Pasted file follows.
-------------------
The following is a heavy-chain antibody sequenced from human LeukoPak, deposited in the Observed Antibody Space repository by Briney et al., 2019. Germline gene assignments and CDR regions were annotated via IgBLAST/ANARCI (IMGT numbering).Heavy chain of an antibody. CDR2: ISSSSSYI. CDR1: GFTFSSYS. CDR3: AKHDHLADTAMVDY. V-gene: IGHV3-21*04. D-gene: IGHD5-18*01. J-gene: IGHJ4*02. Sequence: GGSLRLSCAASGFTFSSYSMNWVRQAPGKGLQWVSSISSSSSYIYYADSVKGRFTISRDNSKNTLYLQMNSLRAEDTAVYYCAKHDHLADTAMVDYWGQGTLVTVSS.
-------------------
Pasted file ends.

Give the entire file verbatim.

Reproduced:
The following is a heavy-chain antibody sequenced from human LeukoPak, deposited in the Observed Antibody Space repository by Briney et al., 2019. Germline gene assignments and CDR regions were annotated via IgBLAST/ANARCI (IMGT numbering).Heavy chain of an antibody. CDR2: ISSSSSYI. CDR1: GFTFSSYS. CDR3: AKHDHLADTAMVDY. V-gene: IGHV3-21*04. D-gene: IGHD5-18*01. J-gene: IGHJ4*02. Sequence: GGSLRLSCAASGFTFSSYSMNWVRQAPGKGLQWVSSISSSSSYIYYADSVKGRFTISRDNSKNTLYLQMNSLRAEDTAVYYCAKHDHLADTAMVDYWGQGTLVTVSS.